Shuster blasts Ridge's plan for bikes on interstate

September 07, 1997

HARRISBURG (AP) - A few words of criticism from an influential congressman was all it took for the Ridge administration to scale back its plan to allow bicyclists to use certain major highways.

The Ridge administration on Friday removed two roads in U.S. Rep. Bud Shuster's district after he attacked the proposal as a ``reckless'' action that could compromise safety.

Pennsylvania Transportation Secretary Bradley L. Mallory said he modified the plan because Shuster, who leads the House Transportation and Infrastructure Committee, is ``one of the premiere advocates'' for highway safety.

``His opinion on these matters is of great value to me,'' Mallory said.

Mallory's comments came after Shuster released a terse statement saying he was ``seriously considering'' asking for Mallory's resignation.

A spokesman for Shuster said scaling back the plan to delete the highways in Shuster's district - a section of Interstate 99 in Bedford and Blair counties, and portions of U.S. routes 11/15 and 22/322 in Perry and Juniata counties - was not enough to satisfy his boss.


Bicycles ``shouldn't be anywhere'' on highways, said Jeff Nelligan. ``If it's bad for one road, it's bad for all roads.''

Shuster said bicycle accidents claimed 830 lives and injured 61,000 people in Pennsylvania in 1995, and most of the accidents were with motor vehicles. He said the two-year pilot project that Gov. Tom Ridge announced this week would create ``a dangerous mix'' of vehicles on the highways.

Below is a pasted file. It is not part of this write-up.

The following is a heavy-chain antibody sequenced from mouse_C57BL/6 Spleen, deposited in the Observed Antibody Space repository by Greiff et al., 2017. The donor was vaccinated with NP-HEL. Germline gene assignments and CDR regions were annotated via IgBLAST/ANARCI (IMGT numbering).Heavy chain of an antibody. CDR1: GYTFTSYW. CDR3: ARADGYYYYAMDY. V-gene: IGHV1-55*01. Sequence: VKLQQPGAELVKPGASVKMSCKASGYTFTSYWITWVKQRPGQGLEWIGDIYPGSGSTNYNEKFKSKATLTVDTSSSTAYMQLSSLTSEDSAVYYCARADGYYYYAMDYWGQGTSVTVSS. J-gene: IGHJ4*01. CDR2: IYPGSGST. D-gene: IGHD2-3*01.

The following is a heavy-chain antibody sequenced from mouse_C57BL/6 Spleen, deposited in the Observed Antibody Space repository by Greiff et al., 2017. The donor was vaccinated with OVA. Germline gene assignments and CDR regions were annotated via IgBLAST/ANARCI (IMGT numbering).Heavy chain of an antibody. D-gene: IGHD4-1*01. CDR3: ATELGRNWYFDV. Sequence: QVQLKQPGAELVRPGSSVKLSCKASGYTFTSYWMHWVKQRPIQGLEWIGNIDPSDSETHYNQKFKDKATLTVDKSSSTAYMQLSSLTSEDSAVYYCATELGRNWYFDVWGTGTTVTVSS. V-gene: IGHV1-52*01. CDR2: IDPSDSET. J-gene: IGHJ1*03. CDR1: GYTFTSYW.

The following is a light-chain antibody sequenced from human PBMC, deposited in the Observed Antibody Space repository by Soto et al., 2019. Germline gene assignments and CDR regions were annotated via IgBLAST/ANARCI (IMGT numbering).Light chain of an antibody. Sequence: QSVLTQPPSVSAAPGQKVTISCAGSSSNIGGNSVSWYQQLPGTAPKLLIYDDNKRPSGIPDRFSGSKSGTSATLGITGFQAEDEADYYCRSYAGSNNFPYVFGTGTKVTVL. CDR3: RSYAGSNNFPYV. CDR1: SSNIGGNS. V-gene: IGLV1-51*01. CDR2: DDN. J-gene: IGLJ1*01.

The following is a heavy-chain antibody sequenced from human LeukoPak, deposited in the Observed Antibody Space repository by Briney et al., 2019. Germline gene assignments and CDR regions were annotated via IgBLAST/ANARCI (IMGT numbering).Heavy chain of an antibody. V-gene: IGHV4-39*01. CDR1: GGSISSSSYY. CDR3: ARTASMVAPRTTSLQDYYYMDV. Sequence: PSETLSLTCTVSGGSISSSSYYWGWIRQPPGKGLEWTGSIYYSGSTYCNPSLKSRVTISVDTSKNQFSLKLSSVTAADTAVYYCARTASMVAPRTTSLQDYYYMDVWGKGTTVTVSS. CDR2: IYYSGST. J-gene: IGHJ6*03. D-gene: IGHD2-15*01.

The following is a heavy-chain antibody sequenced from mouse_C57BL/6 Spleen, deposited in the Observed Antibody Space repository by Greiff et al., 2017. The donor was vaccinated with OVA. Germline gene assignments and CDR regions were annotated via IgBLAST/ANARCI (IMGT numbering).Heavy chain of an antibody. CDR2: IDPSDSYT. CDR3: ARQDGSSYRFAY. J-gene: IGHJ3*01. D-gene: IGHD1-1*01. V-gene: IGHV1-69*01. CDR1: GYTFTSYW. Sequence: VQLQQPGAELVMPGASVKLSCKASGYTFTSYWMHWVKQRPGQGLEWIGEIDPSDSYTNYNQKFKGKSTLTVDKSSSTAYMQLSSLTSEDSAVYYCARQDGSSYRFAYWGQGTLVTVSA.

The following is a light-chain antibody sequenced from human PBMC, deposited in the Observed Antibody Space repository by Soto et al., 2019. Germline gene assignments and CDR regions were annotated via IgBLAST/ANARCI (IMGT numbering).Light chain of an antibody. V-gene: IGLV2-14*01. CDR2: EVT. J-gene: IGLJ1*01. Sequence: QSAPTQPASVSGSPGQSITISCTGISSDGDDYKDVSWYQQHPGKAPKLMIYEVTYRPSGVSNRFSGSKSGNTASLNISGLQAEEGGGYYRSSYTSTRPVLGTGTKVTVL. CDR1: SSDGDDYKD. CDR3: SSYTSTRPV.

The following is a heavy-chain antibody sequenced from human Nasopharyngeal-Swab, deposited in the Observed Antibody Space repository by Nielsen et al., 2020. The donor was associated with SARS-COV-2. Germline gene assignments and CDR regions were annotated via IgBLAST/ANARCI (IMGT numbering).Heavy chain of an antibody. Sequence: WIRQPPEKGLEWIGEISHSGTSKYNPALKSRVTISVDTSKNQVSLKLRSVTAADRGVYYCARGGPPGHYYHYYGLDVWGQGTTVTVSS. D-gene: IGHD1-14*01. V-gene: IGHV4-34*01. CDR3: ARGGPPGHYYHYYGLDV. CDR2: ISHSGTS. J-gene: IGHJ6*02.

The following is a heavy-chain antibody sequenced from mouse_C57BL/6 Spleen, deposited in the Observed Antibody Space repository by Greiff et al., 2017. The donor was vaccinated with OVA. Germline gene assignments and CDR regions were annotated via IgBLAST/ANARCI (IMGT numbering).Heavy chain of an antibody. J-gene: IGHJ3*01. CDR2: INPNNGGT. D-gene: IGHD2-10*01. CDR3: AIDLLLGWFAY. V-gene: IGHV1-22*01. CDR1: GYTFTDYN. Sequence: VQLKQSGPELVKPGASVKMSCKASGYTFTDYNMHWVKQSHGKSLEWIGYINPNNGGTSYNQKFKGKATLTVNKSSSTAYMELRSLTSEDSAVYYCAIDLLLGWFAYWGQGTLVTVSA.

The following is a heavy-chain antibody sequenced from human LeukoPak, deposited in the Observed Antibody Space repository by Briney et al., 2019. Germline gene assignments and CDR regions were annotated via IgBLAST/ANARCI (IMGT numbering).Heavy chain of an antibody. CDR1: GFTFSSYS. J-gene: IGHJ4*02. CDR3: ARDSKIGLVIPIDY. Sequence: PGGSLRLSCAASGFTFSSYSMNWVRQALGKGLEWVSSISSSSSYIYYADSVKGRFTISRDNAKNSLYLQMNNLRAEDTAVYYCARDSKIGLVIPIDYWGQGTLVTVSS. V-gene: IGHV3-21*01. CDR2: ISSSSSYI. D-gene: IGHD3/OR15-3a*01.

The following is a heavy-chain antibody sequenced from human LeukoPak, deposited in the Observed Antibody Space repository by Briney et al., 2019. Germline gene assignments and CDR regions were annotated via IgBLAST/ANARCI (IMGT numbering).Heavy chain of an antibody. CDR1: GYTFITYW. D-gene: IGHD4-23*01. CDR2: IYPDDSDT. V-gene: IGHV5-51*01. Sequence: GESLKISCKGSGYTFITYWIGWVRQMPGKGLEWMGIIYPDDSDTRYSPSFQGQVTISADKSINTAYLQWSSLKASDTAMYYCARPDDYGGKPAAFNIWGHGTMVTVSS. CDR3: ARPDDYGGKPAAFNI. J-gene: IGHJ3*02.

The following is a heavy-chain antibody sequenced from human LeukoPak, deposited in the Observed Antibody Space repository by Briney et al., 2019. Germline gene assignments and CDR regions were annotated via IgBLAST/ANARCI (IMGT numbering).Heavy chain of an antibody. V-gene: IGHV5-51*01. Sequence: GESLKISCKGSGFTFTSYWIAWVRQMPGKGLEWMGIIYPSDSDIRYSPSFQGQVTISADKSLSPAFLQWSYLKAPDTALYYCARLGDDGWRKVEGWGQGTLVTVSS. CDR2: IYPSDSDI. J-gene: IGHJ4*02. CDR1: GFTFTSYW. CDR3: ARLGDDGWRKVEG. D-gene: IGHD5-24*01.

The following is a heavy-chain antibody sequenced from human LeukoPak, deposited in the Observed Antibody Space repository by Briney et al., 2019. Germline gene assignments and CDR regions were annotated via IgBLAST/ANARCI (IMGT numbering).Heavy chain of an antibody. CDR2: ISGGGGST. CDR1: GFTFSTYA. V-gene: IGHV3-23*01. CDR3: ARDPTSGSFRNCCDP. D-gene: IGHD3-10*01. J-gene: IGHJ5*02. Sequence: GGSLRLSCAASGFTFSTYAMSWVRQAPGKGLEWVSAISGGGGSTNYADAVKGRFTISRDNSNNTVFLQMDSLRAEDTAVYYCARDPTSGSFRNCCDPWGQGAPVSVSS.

The plan, which originally covered stretches of five interstate and other limited-access highways in rural areas, was one of several announcements Ridge made during a two-day bicycle trip of northeastern Pennsylvania.

The goal of the project, which takes effect in mid-September, is to enable bicyclists to bypass narrow bridges and unsafe local roads. In some areas, bicyclists have no reasonable route around the highways, Ridge said.

PennDOT officials inspected the design and condition of the highways before giving the go-ahead.

Still scheduled to be opened to bicyclists are:

* The section of Interstate 380 in Lackawanna County between exits 5 and 6.

* The stretch of Interstate 176 in Berks County between exits 1 and 3.

* State Route 119 in Fayette County from Fairchance to Mount Braddock.

New Jersey has allowed bicycles on its highways for more than a dozen years, and the practice stretches back to at least the 1970s in some western states, according to Ridge.

``We hope that by making access easier for bicyclists, more bike enthusiasts from other states will come to explore Pennsylvania and its rich heritage,'' Ridge said in kicking off his bike trek Thursday in Clarks Summit in Lackawanna County.

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